Running Tips For Preventing Injury - Part 1
I wanted to write a running blog with all the running tips I have learned over the years. I think this would be a long-winded blog if I tried to compact it into one blog. So, I have decided to write it in parts. I would like to start off my writing about some of the running injuries I have gotten over the years, which will lead into my tips to prevent injury. I don't have medical training, so this is only my experience and what I have learned over the years. If you experience any of these injuries, the best thing to do is to see your doctor.
Some common running injuries
Shin splints occur in your front lower leg (i.e., your shin). The pain will start off being mild, but will only worsen over time if it is not given time to heal properly. The pain is associated with you muscles that are attached to your bone. You have connective tissues that attach the muscles to the bone which become inflammed. It can feel like your muscle is tearing away from your bone. I had this pain (years ago) so bad that I winced going up and down the stairs. It hurt so bad that I would hold the railing in the stair case as if my life depended on it. No worries though if you have shin splints. Taking 2-3 weeks off will allow your shin splints to heal. In my case, because my shin splints were so bad, I had to take a month off. The best thing if you have shin splints is take time off in the beginning, rather then pushing through it since it will only worsen if you run through the pain. Shin splints are caused by improper running form, and your running shoes also may play a factor. I will get into the proper running form later.
ITBS (Iliotibial Band Syndrome):
You iliotibial band runs along the outside of your legs, starting at hip and continues down your leg. The pain that comes from this (at least in my case) feels like a pinching feeling on the outside of your knee; not on your knee cap. The pain is mainly prevalent while running. There are a few causes that I can think of that may give you ITBS: 1) running shoes that are past their expiration date, and 2) changing your running ground (flat to hilly or vice versa). If you switch from flat running trails to hilly running trails, then you could be at risk for ITBS. The way that I healed, was to take off a couple weeks of running and replace it with crosstraining instead. I eventually had to go for physical thearpy for three weeks, a couple times per week. Believe me, physical therapy can be very painful. That is something I hope to not experience again; however, it made me better. Every so often still, I feel a pinching feeling on the outside of my knee, and I have to assess what I am doing wrong. I don't want it to come back in full force ever again.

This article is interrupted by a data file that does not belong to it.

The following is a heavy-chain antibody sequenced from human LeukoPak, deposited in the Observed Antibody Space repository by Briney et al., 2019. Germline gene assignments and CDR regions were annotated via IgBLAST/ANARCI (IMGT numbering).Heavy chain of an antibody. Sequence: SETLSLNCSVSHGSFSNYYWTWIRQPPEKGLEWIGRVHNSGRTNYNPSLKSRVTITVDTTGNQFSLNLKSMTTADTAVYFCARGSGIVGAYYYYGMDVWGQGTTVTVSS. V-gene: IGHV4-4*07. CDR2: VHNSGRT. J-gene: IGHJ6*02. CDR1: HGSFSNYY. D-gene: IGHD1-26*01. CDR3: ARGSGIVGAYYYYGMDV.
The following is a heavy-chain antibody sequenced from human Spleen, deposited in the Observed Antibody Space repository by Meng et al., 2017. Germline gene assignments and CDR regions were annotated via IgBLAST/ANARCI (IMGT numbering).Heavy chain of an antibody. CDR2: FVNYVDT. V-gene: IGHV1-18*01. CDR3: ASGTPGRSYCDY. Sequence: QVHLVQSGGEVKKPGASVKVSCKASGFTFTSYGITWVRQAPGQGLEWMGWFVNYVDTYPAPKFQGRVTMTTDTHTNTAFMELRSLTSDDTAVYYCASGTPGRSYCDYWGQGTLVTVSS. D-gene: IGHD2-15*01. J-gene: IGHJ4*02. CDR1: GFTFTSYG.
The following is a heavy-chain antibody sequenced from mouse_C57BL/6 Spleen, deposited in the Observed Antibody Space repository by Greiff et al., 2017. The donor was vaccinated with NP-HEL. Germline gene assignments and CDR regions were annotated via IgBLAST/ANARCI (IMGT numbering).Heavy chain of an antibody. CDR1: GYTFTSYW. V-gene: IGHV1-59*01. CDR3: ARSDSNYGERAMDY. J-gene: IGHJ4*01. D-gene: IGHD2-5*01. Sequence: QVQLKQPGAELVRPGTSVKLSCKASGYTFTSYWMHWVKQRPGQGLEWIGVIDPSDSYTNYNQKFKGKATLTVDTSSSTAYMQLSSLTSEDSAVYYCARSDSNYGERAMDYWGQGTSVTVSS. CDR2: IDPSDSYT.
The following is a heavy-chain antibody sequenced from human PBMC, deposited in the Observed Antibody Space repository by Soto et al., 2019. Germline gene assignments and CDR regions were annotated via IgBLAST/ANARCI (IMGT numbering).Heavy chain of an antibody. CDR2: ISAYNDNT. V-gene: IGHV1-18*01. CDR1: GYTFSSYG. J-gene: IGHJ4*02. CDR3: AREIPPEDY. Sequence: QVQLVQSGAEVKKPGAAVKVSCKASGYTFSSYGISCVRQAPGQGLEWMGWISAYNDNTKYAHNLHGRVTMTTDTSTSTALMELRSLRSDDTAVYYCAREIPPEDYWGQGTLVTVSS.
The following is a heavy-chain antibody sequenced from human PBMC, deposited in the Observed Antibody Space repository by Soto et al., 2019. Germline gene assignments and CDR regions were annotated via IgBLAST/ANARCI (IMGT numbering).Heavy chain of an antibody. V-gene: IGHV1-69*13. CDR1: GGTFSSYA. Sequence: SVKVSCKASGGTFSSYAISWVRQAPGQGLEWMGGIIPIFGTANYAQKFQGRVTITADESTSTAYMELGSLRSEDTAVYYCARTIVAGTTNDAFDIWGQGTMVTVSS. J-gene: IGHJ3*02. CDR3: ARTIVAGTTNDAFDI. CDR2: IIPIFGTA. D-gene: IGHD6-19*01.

The bursitus that I had trouble with occurred on the back inside of both my feet, above my heel. I imagined that something was wrong with my tendon, but the doctor assured me it was bursitus (thank goodness). Your bursa basically cushion your tendon or bone. Bursa are like little disks of fluid that prevent your tendons from rubbing against your bone. When your bursa becomes inflammed and you move your joints, it can be extremely painful. I remembering running and feeling this pain, then jumping in the air with pain because I was not expecting it. I went to the doctor immediately after feeling this pain thinking it was my tendon. The doctor told me to take off a week of running. I could only imagine if I had pushed through the pain, that I would have had to take off more time. This was early in my marathon training program last summer.
I had lost considerable weight when first training and the doctor said that my nutrition caused this. He said "protein, protein, protein"! It is dangerous to lose weight while training, and protein is important to prevent injury, among other things.
This can be common when trying to get back into shape. It could come from breathing heavier than you need, or faster than you need. It feels like you can't breath and are gasping trying to reach for air. This is why it is extremely important to count your breathing, especially in the beginning. I count as follows: "Out-2-3-In-2-3". Bascially breath out for three counts followed by breathing in for three counts. I tend to run in this rythme as well. My steps often correspond to my counts.
The keys to running properly and preventing injury are:
- Listening to your body
- Running form
- Eating right
- Running shoes & clothing
I will get into each of these with more detail in my next blog. Hasta entonces!